Freedom in the World
Freedom Rating (1 = best, 7 = worst)
Civil Liberties (1 = best, 7 = worst)
Political Rights (1 = best, 7 = worst)
The first year of President Martin Torrijos's administration was marked by confrontations with civic and labor groups frustrated by Panama's economic conditions. Protests and strikes in 2005 stalled Torrijos's attempts at reforming the country's social security system, while his larger national agenda was sidetracked by corruption scandals.
Panama was part of Colombia until 1903, when a U.S.-supported revolt resulted in the proclamation of an independent republic. A period of weak civilian rule ended with a 1968 military coup that brought General Omar Torrijos to power. After the signing of the 1977 canal treaties with the United States, Torrijos promised democratization; the 1972 constitution was revised to provide for the direct election of the president and National Assembly for five years. However, a real transition to democracy would not come for another dozen years.
After Torrijos's death in 1981, General Manuel Noriega emerged as Panamanian Defense Force (PDF) chief. He rigged the 1984 election that brought to power the Democratic Revolutionary Party (PRD), which was then the political arm of the PDF. The Democratic Alliance of Civic Opposition (ADOC) won the 1989 election, but Noriega annulled the vote and declared himself head of state. He was removed during a U.S. military invasion, and ADOC's Guillermo Endara became president.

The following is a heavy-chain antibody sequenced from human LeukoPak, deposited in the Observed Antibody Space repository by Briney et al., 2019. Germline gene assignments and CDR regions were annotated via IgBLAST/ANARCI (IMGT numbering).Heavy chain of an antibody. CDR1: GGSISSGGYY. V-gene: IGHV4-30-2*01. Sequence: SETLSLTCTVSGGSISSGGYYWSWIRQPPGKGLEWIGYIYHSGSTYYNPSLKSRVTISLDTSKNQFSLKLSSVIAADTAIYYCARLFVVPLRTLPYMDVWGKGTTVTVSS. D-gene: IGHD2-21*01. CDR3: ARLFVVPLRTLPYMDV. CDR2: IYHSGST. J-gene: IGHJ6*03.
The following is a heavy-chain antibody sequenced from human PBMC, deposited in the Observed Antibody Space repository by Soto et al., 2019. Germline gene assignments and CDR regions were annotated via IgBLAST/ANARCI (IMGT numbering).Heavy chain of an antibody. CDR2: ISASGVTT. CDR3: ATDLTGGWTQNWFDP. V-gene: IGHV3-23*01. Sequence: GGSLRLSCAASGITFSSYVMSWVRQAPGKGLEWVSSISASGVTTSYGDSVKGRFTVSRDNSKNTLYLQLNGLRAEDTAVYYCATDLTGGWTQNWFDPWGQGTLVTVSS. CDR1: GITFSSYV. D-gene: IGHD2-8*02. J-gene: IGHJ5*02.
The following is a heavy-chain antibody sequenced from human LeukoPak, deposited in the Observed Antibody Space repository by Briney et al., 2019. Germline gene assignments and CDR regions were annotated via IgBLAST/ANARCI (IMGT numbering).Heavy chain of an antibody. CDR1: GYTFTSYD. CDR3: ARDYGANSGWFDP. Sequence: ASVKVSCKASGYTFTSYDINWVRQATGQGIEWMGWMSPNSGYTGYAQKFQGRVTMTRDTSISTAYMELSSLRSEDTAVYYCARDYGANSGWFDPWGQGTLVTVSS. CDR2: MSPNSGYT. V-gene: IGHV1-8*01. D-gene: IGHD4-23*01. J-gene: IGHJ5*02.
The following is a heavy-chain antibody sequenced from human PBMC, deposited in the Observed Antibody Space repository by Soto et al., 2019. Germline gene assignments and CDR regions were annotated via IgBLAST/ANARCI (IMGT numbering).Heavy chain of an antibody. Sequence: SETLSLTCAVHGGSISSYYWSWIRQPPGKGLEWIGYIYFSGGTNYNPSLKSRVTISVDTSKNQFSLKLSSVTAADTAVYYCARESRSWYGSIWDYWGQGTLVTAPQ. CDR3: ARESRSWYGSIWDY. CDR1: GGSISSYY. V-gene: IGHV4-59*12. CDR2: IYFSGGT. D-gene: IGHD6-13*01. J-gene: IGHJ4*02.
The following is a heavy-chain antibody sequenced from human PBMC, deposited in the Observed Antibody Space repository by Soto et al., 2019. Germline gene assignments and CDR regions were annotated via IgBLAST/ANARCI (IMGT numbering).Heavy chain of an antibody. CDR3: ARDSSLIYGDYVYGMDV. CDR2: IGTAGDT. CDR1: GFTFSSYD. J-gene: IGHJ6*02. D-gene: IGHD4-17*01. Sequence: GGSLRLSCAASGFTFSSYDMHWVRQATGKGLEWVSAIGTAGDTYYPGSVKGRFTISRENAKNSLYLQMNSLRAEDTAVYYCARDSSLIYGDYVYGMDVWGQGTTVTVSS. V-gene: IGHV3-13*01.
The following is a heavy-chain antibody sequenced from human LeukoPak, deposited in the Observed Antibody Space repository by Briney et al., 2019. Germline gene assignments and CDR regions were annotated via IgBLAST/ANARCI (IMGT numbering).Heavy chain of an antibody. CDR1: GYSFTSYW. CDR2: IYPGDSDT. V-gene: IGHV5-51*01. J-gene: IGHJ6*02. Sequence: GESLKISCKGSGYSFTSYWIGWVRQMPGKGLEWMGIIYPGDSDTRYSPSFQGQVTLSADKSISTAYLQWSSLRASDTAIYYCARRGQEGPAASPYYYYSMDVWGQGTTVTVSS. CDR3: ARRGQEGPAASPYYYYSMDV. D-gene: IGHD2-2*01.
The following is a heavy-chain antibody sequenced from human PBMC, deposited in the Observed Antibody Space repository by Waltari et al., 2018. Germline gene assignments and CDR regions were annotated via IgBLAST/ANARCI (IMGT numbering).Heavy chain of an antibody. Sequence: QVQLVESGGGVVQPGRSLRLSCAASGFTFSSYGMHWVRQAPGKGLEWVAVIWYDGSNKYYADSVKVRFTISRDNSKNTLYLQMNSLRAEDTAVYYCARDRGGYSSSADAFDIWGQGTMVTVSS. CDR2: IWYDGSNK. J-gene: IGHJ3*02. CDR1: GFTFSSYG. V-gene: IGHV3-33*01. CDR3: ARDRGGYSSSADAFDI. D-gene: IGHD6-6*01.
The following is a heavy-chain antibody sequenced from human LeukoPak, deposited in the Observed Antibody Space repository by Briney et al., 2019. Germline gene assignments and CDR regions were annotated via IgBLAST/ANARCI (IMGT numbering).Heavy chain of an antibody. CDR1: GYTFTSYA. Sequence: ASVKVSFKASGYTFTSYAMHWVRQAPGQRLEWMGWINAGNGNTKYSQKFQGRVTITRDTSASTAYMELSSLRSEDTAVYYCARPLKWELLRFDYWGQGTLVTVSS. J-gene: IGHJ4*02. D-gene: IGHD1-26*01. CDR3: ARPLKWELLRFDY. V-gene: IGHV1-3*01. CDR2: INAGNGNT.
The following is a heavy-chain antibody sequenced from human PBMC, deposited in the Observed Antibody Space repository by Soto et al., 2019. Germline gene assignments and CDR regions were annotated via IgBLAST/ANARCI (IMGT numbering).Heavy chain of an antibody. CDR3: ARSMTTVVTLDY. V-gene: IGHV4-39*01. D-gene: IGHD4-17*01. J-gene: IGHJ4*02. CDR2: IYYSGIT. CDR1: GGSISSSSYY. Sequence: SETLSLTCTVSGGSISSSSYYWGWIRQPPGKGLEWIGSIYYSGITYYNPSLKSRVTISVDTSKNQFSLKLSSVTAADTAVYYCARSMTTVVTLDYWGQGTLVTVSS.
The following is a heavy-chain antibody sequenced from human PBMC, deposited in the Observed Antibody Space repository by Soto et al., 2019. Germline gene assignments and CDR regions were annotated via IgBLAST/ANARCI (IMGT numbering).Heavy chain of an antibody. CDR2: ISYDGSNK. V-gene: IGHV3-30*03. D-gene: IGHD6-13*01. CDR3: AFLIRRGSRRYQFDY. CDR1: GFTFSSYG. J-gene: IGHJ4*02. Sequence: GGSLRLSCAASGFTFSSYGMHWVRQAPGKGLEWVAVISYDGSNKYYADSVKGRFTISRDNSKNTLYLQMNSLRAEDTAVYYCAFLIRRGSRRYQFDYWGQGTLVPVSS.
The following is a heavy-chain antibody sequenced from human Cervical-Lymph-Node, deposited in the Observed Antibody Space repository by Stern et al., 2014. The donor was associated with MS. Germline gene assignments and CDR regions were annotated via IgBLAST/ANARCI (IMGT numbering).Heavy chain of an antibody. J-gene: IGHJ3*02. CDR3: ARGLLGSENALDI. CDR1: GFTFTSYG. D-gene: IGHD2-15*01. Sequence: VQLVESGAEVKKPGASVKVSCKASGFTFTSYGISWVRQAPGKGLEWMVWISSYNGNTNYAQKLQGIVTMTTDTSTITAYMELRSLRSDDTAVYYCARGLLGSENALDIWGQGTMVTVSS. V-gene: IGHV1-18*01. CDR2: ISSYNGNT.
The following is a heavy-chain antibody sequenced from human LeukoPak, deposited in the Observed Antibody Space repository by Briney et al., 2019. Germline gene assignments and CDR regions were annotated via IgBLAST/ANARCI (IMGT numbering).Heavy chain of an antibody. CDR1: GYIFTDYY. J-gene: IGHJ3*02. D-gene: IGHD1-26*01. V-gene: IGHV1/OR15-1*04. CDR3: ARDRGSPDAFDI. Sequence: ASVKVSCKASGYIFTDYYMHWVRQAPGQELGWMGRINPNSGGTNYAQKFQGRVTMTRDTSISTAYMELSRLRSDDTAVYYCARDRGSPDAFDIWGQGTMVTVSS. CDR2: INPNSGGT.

Both the PRD and the Arnulfista Party (PA, named after President Arnulfo Arias, who was president three times before the era of dictatorship) won elections in the 1990s. Presidential and legislative elections in May 2004 returned the PRD to power, with Martin Torrijos, the son of former strongman Omar Torrijos, defeating a number of presidential candidates from various parties; former president Guillermo Endara of the Solidarity Party (PS) was his closest challenger. The PRD also won a majority of 42 seats in the 78-seat National Assembly, followed by the PA with only 17 seats; several other parties captured fewer than 10 seats each.
The fallout from the elections continued to affect Panama's political parties in 2005. Endara broke with the PS to form a new political party, the Moral Vanguard of the Fatherland (MVP). The PS formed a four-party coalition with a variety of minor parties to create the leading legislative opposition to the PRD; the new opposition coalition is known as the Coordinated National Opposition (CNO). The PA forced out its founder, former president Mireya Moscoso, and the party changed its name to the Panamenista Party (PP). Leaders of the PP blamed Moscoso and her corrupt administration for the PA's poor showing at the polls in 2004, which reduced the party to a minor force in the National Assembly. The party's new name was reflective of Panama's history. Former president Arias had led the PP until he formally broke with the party in the 1980s when some of the party leaders became supportive of the Noriega dictatorship. Without Arias, the PP faded away; however, the name was resurrected to re-label what once was his widow's party.